An Interface-enriched Topology Optimization for Mitigating the Effect of Surface Flaws in 3D Brittle Structures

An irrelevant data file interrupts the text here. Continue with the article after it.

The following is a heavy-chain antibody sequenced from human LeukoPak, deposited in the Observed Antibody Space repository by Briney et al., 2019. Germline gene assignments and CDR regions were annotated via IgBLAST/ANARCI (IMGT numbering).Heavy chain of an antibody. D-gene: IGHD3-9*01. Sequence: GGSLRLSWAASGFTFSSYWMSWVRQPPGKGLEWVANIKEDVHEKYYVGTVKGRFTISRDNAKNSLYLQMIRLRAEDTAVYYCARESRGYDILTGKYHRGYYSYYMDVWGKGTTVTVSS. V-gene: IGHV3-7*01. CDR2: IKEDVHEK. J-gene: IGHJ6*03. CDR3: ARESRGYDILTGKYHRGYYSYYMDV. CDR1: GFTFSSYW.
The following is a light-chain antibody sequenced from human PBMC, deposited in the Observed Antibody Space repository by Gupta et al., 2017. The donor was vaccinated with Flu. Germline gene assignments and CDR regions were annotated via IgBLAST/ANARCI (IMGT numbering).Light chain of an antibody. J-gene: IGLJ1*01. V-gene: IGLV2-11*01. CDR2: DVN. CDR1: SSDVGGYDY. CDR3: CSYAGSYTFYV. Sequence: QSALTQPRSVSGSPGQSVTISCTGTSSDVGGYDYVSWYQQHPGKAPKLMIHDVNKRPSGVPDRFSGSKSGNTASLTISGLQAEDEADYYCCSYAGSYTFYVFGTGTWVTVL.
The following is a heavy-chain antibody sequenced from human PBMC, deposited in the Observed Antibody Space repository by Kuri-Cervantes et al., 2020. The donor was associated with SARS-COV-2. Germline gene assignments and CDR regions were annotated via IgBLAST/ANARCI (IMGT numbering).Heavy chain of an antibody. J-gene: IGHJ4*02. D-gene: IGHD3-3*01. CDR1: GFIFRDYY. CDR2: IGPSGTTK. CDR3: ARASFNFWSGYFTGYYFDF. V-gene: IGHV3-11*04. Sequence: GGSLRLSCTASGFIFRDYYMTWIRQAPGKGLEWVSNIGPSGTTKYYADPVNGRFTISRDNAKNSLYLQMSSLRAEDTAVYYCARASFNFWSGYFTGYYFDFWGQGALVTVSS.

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In this 3D fracture-based topology optimization framework, the author extended the 2D framework on tailoring fracture resistance for brittle materials (Zhang et al., 2022) to 3D. In the optimization, the topology is described by radial basis functions interpolated level set function, and the problem is solved by the Interface-enriched Generalized Finite Element Method (IGFEM). Cracks are assumed to exist on enriched nodes that are added on the boundary of the geometry to increase the accuracy of approximation. The first part of the work assumes cracks to be semi-circular with the crack plane perpendicular to the boundary, and the crack opening direction to be either parallel to the 𝑋𝑍- or 𝑌𝑍-plane of the global coordinates. An extended framework that assumes crack opening direction perpendicular to the surface first principal stress is also developed at the end. The energy release rates (ERRs) of the cracks are evaluated with the topological derivative method, which requires only a stress field of the geometry and weight functions that relate the stress and stress intensity factors (SIFs). The weight functions are found by a finite element analysis on a cuboid with a crack. This approach is computationally efficient because it eliminates the need of actually modeling and meshing the crack planes in the geometry during optimization. Moreover, a 3D stress recovery technique (or stress improvement procedure, SIP) is used to recover the nodal stress non-locally to improve the accuracy. The objective function is then established with the 𝑝-mean aggregation of the ERRs. Finally, Numerical examples in 3D, including the famous L-bracket benchmark problem, are performed to prove the correctness and capacity of the framework. In conclusion, this extended framework shows more flexibility and provides more information to the optimized design than the 2D framework by considering an added dimension both in analyzed geometry and crack shape, i.e., the effect of the anisotropy of cracks can be captured.